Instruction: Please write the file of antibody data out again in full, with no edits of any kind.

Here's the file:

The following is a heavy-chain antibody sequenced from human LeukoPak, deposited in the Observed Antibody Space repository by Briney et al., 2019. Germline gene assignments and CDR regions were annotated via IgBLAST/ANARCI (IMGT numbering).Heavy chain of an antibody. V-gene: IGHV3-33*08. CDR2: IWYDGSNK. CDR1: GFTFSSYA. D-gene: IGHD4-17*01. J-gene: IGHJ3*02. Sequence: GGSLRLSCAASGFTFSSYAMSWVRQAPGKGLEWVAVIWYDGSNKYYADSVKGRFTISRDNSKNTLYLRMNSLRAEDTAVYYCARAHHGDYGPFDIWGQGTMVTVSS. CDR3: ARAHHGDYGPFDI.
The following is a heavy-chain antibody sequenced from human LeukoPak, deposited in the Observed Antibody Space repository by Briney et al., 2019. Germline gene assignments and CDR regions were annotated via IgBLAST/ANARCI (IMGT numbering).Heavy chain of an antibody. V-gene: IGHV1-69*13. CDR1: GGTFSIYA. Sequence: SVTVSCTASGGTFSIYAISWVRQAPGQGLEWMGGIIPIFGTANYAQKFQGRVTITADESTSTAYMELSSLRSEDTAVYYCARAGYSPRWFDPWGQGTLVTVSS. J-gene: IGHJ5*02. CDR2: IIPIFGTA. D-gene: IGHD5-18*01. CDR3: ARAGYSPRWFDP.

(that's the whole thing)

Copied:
The following is a heavy-chain antibody sequenced from human LeukoPak, deposited in the Observed Antibody Space repository by Briney et al., 2019. Germline gene assignments and CDR regions were annotated via IgBLAST/ANARCI (IMGT numbering).Heavy chain of an antibody. V-gene: IGHV3-33*08. CDR2: IWYDGSNK. CDR1: GFTFSSYA. D-gene: IGHD4-17*01. J-gene: IGHJ3*02. Sequence: GGSLRLSCAASGFTFSSYAMSWVRQAPGKGLEWVAVIWYDGSNKYYADSVKGRFTISRDNSKNTLYLRMNSLRAEDTAVYYCARAHHGDYGPFDIWGQGTMVTVSS. CDR3: ARAHHGDYGPFDI.
The following is a heavy-chain antibody sequenced from human LeukoPak, deposited in the Observed Antibody Space repository by Briney et al., 2019. Germline gene assignments and CDR regions were annotated via IgBLAST/ANARCI (IMGT numbering).Heavy chain of an antibody. V-gene: IGHV1-69*13. CDR1: GGTFSIYA. Sequence: SVTVSCTASGGTFSIYAISWVRQAPGQGLEWMGGIIPIFGTANYAQKFQGRVTITADESTSTAYMELSSLRSEDTAVYYCARAGYSPRWFDPWGQGTLVTVSS. J-gene: IGHJ5*02. CDR2: IIPIFGTA. D-gene: IGHD5-18*01. CDR3: ARAGYSPRWFDP.